Canada's Fifth Mad Cow Case Found in British Columbia

OTTAWA, Ontario, Canada, April 13, 2006 (ENS) - A cow from British Columbia is suspected of having mad cow disease, formally known as bovine spongiform encephalopathy (BSE). If confirmed, this would be the fifth case of the fatal brain disease found in Canada. Since Canadian beef and cattle are imported into the United States, there are concerns that the finding could depress demand for beef across North America.

No part of the animal has entered the human food or animal feed systems, said the Canadian Food Inspection Agency (CFIA), and confirmatory testing is underway. Results are expected Sunday and meanwhile, the entire carcass has been "placed under control."

The six year old Holstein dairy cow cow was identified on a farm in the Fraser Valley through the national BSE surveillance program. Since detecting Canada's first case in 2003, Canada's surveillance program, which targets animals most at risk of having BSE, has tested approximately 100,000 animals.

After initial screening tests conducted in British Columbia produced inconclusive results, samples from the animal were sent to the National Centre for Foreign Animal Disease in Winnipeg for further analysis, the agency said. The first part of this process has been completed and produced a preliminary positive result.

"This case, if positive, has no bearing on the safety of Canadian beef," said the CFIA. "Canada has a suite of internationally recognized safeguards that work together to provide high levels of human and animal health protection."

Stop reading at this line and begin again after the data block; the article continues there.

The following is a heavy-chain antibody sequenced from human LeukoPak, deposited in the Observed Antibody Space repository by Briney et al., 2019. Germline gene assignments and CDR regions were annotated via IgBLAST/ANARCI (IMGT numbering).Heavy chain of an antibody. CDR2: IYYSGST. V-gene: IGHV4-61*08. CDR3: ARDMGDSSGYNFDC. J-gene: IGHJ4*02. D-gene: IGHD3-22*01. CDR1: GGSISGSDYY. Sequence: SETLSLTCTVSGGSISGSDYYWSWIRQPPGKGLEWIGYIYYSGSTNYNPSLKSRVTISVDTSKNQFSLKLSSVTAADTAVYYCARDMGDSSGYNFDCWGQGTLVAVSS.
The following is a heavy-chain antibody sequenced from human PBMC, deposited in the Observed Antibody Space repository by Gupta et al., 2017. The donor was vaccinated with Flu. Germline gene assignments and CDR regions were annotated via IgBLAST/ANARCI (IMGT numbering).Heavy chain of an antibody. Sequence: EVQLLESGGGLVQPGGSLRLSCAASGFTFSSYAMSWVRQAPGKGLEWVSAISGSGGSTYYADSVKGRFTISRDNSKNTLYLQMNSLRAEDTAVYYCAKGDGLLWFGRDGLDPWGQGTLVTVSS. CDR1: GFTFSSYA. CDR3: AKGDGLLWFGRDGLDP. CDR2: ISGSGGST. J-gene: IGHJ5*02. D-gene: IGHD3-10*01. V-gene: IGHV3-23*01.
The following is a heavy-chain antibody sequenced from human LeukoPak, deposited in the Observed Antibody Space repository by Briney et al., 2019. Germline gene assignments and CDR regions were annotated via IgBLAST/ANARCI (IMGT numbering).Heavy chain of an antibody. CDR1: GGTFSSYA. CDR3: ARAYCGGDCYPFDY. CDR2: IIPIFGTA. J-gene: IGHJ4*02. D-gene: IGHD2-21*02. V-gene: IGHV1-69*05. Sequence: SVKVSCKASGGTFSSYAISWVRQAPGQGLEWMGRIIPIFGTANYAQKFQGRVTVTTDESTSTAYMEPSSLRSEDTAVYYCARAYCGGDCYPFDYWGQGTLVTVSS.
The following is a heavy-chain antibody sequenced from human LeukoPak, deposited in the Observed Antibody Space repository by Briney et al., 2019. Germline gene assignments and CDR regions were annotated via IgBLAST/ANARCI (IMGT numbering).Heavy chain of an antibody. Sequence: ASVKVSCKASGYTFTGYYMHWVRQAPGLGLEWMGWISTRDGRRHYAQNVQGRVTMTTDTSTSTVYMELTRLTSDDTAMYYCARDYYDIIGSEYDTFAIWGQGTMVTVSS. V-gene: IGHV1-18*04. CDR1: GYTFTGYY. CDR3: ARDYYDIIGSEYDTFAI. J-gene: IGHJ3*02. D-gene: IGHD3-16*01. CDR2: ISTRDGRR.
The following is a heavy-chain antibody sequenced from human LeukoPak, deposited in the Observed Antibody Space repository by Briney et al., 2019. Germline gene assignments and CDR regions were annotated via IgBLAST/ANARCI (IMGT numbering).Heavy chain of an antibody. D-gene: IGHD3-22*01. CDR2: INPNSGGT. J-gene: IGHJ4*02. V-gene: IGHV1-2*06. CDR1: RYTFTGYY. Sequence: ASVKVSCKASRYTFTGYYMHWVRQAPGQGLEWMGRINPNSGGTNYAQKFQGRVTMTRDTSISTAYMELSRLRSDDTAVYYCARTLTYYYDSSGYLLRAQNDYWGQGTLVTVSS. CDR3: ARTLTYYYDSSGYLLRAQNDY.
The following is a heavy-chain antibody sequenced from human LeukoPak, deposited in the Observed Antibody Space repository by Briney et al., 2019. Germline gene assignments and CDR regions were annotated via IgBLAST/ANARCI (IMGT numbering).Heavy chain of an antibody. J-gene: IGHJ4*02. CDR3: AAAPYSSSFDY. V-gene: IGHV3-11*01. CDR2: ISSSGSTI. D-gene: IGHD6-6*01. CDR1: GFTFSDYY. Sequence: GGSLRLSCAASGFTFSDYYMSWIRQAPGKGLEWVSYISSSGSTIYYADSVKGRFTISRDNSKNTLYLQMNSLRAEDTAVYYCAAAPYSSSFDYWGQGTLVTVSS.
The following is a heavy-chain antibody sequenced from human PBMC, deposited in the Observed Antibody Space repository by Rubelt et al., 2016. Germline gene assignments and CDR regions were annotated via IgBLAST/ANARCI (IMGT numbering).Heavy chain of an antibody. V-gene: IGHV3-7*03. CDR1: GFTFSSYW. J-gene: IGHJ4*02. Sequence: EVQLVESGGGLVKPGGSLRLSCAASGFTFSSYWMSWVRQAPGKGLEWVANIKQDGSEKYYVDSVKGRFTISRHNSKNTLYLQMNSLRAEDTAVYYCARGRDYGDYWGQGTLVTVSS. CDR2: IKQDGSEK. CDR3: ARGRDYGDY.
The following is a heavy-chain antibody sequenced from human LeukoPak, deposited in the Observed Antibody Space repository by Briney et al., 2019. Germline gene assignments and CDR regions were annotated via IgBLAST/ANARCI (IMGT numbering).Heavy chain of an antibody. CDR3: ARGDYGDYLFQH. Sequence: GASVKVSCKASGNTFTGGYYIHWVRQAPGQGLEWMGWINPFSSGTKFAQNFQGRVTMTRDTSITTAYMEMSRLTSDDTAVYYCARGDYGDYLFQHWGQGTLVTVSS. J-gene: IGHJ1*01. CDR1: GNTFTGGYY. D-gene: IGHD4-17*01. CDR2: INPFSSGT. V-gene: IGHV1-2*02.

There is no test to diagnose BSE in live animals. Diagnosis can only be confirmed by microscopic examination of the animal’s brain after its death. (Photo courtesy APHIS)
Nervous system tissues where BSE is known to concentrate in infected animals are removed from all cattle slaughtered in Canada for domestic and international human consumption.

In addition, Canada's safeguards prevent the entry of potentially harmful imports, test cattle most at risk of having BSE and limit the potential spread of the disease through feed, the agency said.

Mad cow disease spreads from one animal to another by consumption of feed that has been contaminated by misfolded proteins, known as prions.

Before a ban of such feed imposed in 1997 in the U.S. and Canada to prevent the disease, feed containing protein that could include tissue from an infected animal was given to beef and dairy animals.

The human form of the disease, variant Creutzfeldt-Jakob Disease (vCJD), can be transmitted if a human being eats BSE infected meat, or through blood transfusions. Worldwide 150 people have died of this disease, most in the United Kingdom where BSE broke out in the mid-1980s.

The Canadian Cattlemen's Association (CCA) sought to calm any public fears to avoid another ban on Canadian beef like the one that closed U.S. and other borders from 2003 when the first Canadian case of BSE was found, to 2005, when the U.S. lifted the beef ban.

"While the animal was born after the introduction of the feed ban, almost every country with BSE has found and continues to find a few cases born after the introduction of feed controls," the CCA said today.

The Canadian Food Inspection Agency said if the samples from the Fraser Valley cow test positive it would begin a comprehensive epidemiological investigation to identify other animals of potential interest and to determine how and when the animal became infected.